The width of the backing film 28 depends on the largest width and length of the absorbent core 26. For example, the width and length of the film backing 28 may be at least equal to the largest width and length of the core 26. Preferably, the film backing 28 is at least 0.5 inch larger than the largest width and length of the core 26. The width of the film backing 28 also depends on the diaper size. For example, in a medium size brief which is recommended for people having a 33 to 44 inch waist size, the width of the film backing 28 is preferably 15 inches, and in an extra-large size brief which is recommended for people having a 56-64 inch waist, the width of the backing film 28 is preferably 10-28 inches. Backing film 28 is preferably at least 0.5 inch wider and longer than the absorbent core 26 width and length, respectively, to prevent leakage of fluid from the absorbent core 26.

As shown in FIG. 1, containment assembly 20 is preferably, integrally attached to combination sheet 30 symmetrically along longitudinal centerline C. As containment assembly 20 is necessarily narrower and preferably shorter than at least some portions of combination sheet 30, portions of combination sheet 30 extend beyond containment assembly 20. In the preferred embodiment, the hourglass shape of combination sheet 30 results in two wings in each of longitudinal portions 30L and 30R extending beyond containment assembly 20.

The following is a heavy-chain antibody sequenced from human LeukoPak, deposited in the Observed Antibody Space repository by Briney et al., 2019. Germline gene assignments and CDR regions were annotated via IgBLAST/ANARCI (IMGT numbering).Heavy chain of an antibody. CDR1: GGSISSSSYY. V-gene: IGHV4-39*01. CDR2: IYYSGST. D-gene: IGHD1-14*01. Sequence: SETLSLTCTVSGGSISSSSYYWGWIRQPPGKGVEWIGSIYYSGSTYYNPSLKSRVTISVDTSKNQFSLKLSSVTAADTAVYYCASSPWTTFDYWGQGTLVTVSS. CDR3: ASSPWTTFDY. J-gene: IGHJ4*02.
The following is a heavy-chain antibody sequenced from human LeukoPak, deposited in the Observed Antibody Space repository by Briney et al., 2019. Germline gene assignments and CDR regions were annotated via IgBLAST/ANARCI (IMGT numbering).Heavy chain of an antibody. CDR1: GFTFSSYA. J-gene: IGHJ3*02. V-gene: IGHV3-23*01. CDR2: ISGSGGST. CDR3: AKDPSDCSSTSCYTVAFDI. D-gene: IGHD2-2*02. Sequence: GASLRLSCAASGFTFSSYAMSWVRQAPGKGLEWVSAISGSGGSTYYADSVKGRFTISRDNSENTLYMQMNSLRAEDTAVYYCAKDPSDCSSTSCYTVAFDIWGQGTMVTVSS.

Alternatively, a T-shaped combination sheet would result in one such wing in each of L and R respectively. Wings 31 and 33 are on front section FS of diaper 10 and wings 32 and 34 on rear section RS thereof. As each of wings 31-34 are formed of marginal portions of combination sheet 30, they comprise a single layer of liquid and vapor pervious material that is at least 0.5 inch wider and longer than absorbent core 26, rear wings 32 and 34 being provided with fasteners 50a-50d.

Longitudinal portions 30L and 30R may each be made of one or two pieces and be attached to and extend from combination sheet 30, but are preferably formed integrally with combination sheet 30. FIG. 4 is a cross sectional view of a unitary disposable diaper, generally designated by reference number 100, according to an exemplary embodiment of the present invention in which longitudinal portions 30L and 30R are separate elements attached to the central nonwoven 30. The central nonwoven 30 may have a lower basis weight than separate longitudinal portions 30L and 30R. FIG. 5 is a cross sectional view of a unitary disposable diaper, generally designated by reference number 200, according to another exemplary embodiment of the present invention including longitudinal portions 30L and 30R, each including two separate portions 30L1 and 30L2, and 30R1 and 30R2, respectively, attached to the central nonwoven 30. The basis weight of portions 30R2 and 30L2 may be higher than the basis weight of portions 30R1 and 30L1.

The fasteners 50a-d may be any of adhesive, hook-and-loop, loopless or any other fastener known in the art which is capable of being secured, preferably removably, to the material of combination sheet 30. Suitable fastener constructions are described in, for example, U.S. Patent Application Publication Nos. 20030220626, 20040039364, 20030078558, 20050154366 and 20060058772, the contents of which are incorporated herein by reference.